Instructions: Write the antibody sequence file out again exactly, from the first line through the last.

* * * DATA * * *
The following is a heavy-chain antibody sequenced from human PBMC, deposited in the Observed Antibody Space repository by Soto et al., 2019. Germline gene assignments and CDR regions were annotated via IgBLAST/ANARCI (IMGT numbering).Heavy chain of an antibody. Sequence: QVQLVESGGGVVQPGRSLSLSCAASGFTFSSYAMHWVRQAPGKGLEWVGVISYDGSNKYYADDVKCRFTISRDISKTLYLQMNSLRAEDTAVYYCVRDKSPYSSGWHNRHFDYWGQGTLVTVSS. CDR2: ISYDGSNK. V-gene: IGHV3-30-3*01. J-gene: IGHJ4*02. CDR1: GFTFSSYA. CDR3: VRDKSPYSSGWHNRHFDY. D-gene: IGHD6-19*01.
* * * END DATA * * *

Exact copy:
The following is a heavy-chain antibody sequenced from human PBMC, deposited in the Observed Antibody Space repository by Soto et al., 2019. Germline gene assignments and CDR regions were annotated via IgBLAST/ANARCI (IMGT numbering).Heavy chain of an antibody. Sequence: QVQLVESGGGVVQPGRSLSLSCAASGFTFSSYAMHWVRQAPGKGLEWVGVISYDGSNKYYADDVKCRFTISRDISKTLYLQMNSLRAEDTAVYYCVRDKSPYSSGWHNRHFDYWGQGTLVTVSS. CDR2: ISYDGSNK. V-gene: IGHV3-30-3*01. J-gene: IGHJ4*02. CDR1: GFTFSSYA. CDR3: VRDKSPYSSGWHNRHFDY. D-gene: IGHD6-19*01.